We are going to discuss badger dens in this guide and explain some of the different ways that you might be able to identify a badger den. Badger dens provide protection and security from other hazards in the wilderness. These underground dens are similar to shelters. They serve as an underground layer of protection with multiple entrances and exits.
Another term that can be used to describe a badger den is a ‘sett’. They are usually constructed with the advanced digging skills that badgers naturally develop as they grow older. There are usually multiple entrances and exits so that badgers can roam around into various parts of their local territory.
Badger dens are constructed for several reasons. Badgers use them to find food underground, but also to have some protection from the wilderness. They rely on these underground systems of tunnels to protect them and sometimes they can come across a meal that will benefit their diet.
What is the Den of a Badger Called?
The den of a badger is called a sett, a set, or just a badger hole. Animals use dens for many reasons, including shelter from the weather, a place to sleep, giving birth, and storing food in them. Badgers have sets with many tunnels and entrances that make it easy for them to come and go without being detected.
We’re going to refer to badger sets/setts as dens and setts from this point on. So either will mean the same thing. Dens are essentially homes for the badgers, they work on them over time, and they may move or leave a den behind if they need to.
See our article for Where do Badgers Live here.
Badger Den Size
You’re probably interested in learning more about the size of a badger den. Considering that most badger dens are usually combined into an underground network of tunnels, you might be surprised at how large these tunnels can actually be.
On average, these tunnels can be up 10 feet deep and three times longer. Tunnels exceeding 30 feet are not uncommon, but sometimes badgers prefer to build smaller dens in multiple locations within their territory.
One thing that badgers have to consider when digging their den is the concept of flooding from a rainstorm. If not constructed properly, badgers can get soaked or even drown. This is one of the reasons that the main badger den chamber is usually constructed higher than the tunnel system so that flooding is unlikely.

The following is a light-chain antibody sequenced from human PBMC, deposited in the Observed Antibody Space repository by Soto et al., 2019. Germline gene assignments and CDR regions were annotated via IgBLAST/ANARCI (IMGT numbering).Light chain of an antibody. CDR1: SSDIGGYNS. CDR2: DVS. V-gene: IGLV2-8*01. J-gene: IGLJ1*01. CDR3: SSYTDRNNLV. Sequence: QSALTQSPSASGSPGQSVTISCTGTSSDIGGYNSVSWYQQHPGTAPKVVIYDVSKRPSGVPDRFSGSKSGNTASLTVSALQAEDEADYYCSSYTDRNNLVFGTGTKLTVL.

How To Identify A Badger Den
As gross as it might sound, badgers actually use dung/scat to mark their territory. This will generally include their den too. Dark green, brown, or grey markings near the entrance of a badger den will pretty much give it away and make it easy to identify.
If you see these markings near a location where you think a badger has been digging tunnels underground, then you’re probably right to assume that you’ve stumbled across a badger den. There are other signs to look for as well, specifically the shape of the entrance.
Just be sure not to mix up a badger den with a den for some other animal. The entrances can look very similar and it wouldn’t be all that hard to confuse the den with the home for some other animal.
How Many Dens Can A Badger Have?
It is not uncommon for badgers to have multiple dens within their home range. Badgers will usually travel between each of their dens and they can have up to a dozen dens/setts at the same time in their region.
You might be wondering if multiple badgers can live in the same den. This is usually rare, but certainly not impossible. Badgers prefer to remain alone in their den, but sometimes multiple badgers do live in the same den. A group of badgers is called a clan. Source.
How Long Does It Take For A Badger To Build A Den?
It can take weeks, months, or even years for a badger to build a den. The amount of time depends on how sophisticated the tunnel system may be within the den. Having multiple badgers contribute to digging and excavating the tunnel system can speed up the process, but in most cases, badgers prefer to work by themselves.
In-depth badger dens can be more than 1,000 feet in length per tunnel and are capable of having multiple entrances and exits. It could take a badger several weeks or months to construct a network of tunnels that is connected to the upper chamber of their den. Badgers can spend a significant portion of their lives building and living within these tunnel systems. Source.
Fox Den or Badger Sett?
You may have come across a den that you think could belong to either a fox or a badger. There are a few things you can look for that should alert you to which kind of animal it belongs to. Both animals dig dens in the ground, with multiple tunnels and entrances.
A fox den will be a hole around 7-8 inches wide. The tunnel goes down at a slope into the ground about 3 feet down. Their tunnel systems are not as complex as a badger, they have around 2-4 holes dug out just off of the main tunnel entrance.
A badger’s den will have a mound of dirt next to it. The hole is around the same size as a fox’s den. Both animals mark their dens with feces. Scat is a good way to tell what kind of animals are around. Fox scat is much larger than badger scat, around 3 inches long, tubular, and ½ inch thick. Badger scat is mushier since a lot of their diet consists of worms.
Understanding the importance of a badger den/sett can help you to understand portions of their lifestyle. A den for a badger can provide safety and allow them to transport themselves underground without being exposed to potential predators on the surface. This certainly has its benefits and can benefit badgers in several categories, including survival, hunting, and moving efficiently within their environment.
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